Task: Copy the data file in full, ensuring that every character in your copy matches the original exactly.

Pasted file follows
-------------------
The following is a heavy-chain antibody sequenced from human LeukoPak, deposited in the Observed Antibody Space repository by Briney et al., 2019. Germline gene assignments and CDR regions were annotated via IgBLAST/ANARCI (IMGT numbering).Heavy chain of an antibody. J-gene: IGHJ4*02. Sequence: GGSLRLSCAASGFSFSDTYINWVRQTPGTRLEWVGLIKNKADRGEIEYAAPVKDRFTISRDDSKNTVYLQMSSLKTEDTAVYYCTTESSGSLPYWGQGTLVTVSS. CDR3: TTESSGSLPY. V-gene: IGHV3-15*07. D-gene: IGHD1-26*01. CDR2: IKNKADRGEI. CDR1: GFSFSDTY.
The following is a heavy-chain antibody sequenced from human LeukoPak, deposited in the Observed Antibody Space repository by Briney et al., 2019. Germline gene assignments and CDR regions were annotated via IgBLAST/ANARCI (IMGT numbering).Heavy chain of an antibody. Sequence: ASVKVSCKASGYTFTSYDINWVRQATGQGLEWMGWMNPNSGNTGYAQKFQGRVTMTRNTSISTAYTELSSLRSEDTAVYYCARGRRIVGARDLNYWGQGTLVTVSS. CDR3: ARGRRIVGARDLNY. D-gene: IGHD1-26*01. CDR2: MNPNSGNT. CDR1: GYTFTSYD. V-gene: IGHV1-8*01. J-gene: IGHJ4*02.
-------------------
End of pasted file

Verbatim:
The following is a heavy-chain antibody sequenced from human LeukoPak, deposited in the Observed Antibody Space repository by Briney et al., 2019. Germline gene assignments and CDR regions were annotated via IgBLAST/ANARCI (IMGT numbering).Heavy chain of an antibody. J-gene: IGHJ4*02. Sequence: GGSLRLSCAASGFSFSDTYINWVRQTPGTRLEWVGLIKNKADRGEIEYAAPVKDRFTISRDDSKNTVYLQMSSLKTEDTAVYYCTTESSGSLPYWGQGTLVTVSS. CDR3: TTESSGSLPY. V-gene: IGHV3-15*07. D-gene: IGHD1-26*01. CDR2: IKNKADRGEI. CDR1: GFSFSDTY.
The following is a heavy-chain antibody sequenced from human LeukoPak, deposited in the Observed Antibody Space repository by Briney et al., 2019. Germline gene assignments and CDR regions were annotated via IgBLAST/ANARCI (IMGT numbering).Heavy chain of an antibody. Sequence: ASVKVSCKASGYTFTSYDINWVRQATGQGLEWMGWMNPNSGNTGYAQKFQGRVTMTRNTSISTAYTELSSLRSEDTAVYYCARGRRIVGARDLNYWGQGTLVTVSS. CDR3: ARGRRIVGARDLNY. D-gene: IGHD1-26*01. CDR2: MNPNSGNT. CDR1: GYTFTSYD. V-gene: IGHV1-8*01. J-gene: IGHJ4*02.